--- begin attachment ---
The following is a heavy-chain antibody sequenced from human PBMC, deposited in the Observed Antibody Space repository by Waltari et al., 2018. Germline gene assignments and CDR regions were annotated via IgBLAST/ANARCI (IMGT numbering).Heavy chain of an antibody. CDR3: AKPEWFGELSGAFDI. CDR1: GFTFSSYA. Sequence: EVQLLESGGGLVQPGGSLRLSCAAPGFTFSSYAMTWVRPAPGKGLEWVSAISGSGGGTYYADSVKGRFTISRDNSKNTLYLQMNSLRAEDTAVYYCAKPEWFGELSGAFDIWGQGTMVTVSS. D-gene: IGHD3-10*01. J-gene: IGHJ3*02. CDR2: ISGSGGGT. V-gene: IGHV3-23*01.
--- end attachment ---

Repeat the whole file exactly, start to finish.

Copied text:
The following is a heavy-chain antibody sequenced from human PBMC, deposited in the Observed Antibody Space repository by Waltari et al., 2018. Germline gene assignments and CDR regions were annotated via IgBLAST/ANARCI (IMGT numbering).Heavy chain of an antibody. CDR3: AKPEWFGELSGAFDI. CDR1: GFTFSSYA. Sequence: EVQLLESGGGLVQPGGSLRLSCAAPGFTFSSYAMTWVRPAPGKGLEWVSAISGSGGGTYYADSVKGRFTISRDNSKNTLYLQMNSLRAEDTAVYYCAKPEWFGELSGAFDIWGQGTMVTVSS. D-gene: IGHD3-10*01. J-gene: IGHJ3*02. CDR2: ISGSGGGT. V-gene: IGHV3-23*01.